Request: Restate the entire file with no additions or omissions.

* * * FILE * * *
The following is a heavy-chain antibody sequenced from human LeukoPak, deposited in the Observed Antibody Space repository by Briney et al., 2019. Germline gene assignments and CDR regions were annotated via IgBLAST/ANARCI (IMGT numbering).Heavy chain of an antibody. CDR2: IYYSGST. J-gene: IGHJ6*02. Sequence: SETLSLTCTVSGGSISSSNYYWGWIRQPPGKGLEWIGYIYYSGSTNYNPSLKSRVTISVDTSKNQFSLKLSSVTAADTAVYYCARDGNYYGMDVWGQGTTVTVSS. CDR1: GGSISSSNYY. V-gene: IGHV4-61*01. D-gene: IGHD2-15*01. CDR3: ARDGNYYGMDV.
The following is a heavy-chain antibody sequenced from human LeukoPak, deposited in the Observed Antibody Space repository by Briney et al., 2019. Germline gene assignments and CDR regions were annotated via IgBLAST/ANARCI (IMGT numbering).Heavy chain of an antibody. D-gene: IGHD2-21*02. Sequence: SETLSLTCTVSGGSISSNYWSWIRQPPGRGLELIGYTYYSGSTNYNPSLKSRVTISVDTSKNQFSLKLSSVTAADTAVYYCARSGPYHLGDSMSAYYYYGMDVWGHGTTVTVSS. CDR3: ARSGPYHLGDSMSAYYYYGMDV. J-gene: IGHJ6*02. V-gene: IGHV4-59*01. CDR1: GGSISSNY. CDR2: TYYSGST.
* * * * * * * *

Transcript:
The following is a heavy-chain antibody sequenced from human LeukoPak, deposited in the Observed Antibody Space repository by Briney et al., 2019. Germline gene assignments and CDR regions were annotated via IgBLAST/ANARCI (IMGT numbering).Heavy chain of an antibody. CDR2: IYYSGST. J-gene: IGHJ6*02. Sequence: SETLSLTCTVSGGSISSSNYYWGWIRQPPGKGLEWIGYIYYSGSTNYNPSLKSRVTISVDTSKNQFSLKLSSVTAADTAVYYCARDGNYYGMDVWGQGTTVTVSS. CDR1: GGSISSSNYY. V-gene: IGHV4-61*01. D-gene: IGHD2-15*01. CDR3: ARDGNYYGMDV.
The following is a heavy-chain antibody sequenced from human LeukoPak, deposited in the Observed Antibody Space repository by Briney et al., 2019. Germline gene assignments and CDR regions were annotated via IgBLAST/ANARCI (IMGT numbering).Heavy chain of an antibody. D-gene: IGHD2-21*02. Sequence: SETLSLTCTVSGGSISSNYWSWIRQPPGRGLELIGYTYYSGSTNYNPSLKSRVTISVDTSKNQFSLKLSSVTAADTAVYYCARSGPYHLGDSMSAYYYYGMDVWGHGTTVTVSS. CDR3: ARSGPYHLGDSMSAYYYYGMDV. J-gene: IGHJ6*02. V-gene: IGHV4-59*01. CDR1: GGSISSNY. CDR2: TYYSGST.